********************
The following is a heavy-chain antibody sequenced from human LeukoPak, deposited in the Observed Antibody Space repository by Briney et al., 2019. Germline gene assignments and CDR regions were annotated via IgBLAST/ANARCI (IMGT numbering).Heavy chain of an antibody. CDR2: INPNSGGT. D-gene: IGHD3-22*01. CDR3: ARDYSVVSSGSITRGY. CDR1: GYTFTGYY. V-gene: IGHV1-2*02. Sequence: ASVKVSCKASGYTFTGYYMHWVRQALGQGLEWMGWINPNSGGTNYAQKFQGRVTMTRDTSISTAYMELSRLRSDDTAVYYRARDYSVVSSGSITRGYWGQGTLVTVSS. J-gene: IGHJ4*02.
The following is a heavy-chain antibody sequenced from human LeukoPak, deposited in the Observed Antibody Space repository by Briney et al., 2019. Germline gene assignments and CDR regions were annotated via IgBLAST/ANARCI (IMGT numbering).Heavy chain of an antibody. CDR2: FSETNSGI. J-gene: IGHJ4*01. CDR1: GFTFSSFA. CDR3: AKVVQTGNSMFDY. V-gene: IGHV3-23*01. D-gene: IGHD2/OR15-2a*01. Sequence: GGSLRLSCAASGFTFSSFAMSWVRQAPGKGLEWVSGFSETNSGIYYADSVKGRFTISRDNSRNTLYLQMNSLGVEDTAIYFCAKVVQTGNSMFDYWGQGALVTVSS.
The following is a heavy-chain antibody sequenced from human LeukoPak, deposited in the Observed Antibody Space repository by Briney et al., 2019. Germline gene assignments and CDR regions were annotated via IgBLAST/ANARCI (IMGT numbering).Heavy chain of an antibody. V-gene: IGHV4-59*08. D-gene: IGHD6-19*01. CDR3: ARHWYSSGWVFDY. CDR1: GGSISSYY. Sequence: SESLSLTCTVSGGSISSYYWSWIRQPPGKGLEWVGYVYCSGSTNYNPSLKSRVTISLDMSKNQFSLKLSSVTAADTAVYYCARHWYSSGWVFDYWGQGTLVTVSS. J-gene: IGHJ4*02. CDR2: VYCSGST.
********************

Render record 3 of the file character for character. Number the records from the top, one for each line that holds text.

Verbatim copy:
The following is a heavy-chain antibody sequenced from human LeukoPak, deposited in the Observed Antibody Space repository by Briney et al., 2019. Germline gene assignments and CDR regions were annotated via IgBLAST/ANARCI (IMGT numbering).Heavy chain of an antibody. V-gene: IGHV4-59*08. D-gene: IGHD6-19*01. CDR3: ARHWYSSGWVFDY. CDR1: GGSISSYY. Sequence: SESLSLTCTVSGGSISSYYWSWIRQPPGKGLEWVGYVYCSGSTNYNPSLKSRVTISLDMSKNQFSLKLSSVTAADTAVYYCARHWYSSGWVFDYWGQGTLVTVSS. J-gene: IGHJ4*02. CDR2: VYCSGST.